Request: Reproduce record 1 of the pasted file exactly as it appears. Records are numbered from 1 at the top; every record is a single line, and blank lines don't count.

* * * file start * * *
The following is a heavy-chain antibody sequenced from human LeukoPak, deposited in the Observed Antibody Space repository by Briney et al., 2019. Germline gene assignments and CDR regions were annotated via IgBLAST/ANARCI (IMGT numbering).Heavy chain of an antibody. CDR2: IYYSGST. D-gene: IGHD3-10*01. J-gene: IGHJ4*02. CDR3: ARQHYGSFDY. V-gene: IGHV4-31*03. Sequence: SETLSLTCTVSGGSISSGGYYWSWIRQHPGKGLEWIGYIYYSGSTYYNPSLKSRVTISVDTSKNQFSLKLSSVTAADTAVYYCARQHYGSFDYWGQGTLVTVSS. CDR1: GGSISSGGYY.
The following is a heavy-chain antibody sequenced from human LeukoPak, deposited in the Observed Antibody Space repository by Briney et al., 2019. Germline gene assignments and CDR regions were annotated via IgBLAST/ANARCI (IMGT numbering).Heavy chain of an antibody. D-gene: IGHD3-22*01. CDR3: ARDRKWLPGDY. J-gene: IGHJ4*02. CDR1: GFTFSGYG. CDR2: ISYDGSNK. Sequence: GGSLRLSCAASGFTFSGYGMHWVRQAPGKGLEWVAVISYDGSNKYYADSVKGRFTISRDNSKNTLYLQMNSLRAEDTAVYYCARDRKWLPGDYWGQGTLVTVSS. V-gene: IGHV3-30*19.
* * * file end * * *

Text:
The following is a heavy-chain antibody sequenced from human LeukoPak, deposited in the Observed Antibody Space repository by Briney et al., 2019. Germline gene assignments and CDR regions were annotated via IgBLAST/ANARCI (IMGT numbering).Heavy chain of an antibody. CDR2: IYYSGST. D-gene: IGHD3-10*01. J-gene: IGHJ4*02. CDR3: ARQHYGSFDY. V-gene: IGHV4-31*03. Sequence: SETLSLTCTVSGGSISSGGYYWSWIRQHPGKGLEWIGYIYYSGSTYYNPSLKSRVTISVDTSKNQFSLKLSSVTAADTAVYYCARQHYGSFDYWGQGTLVTVSS. CDR1: GGSISSGGYY.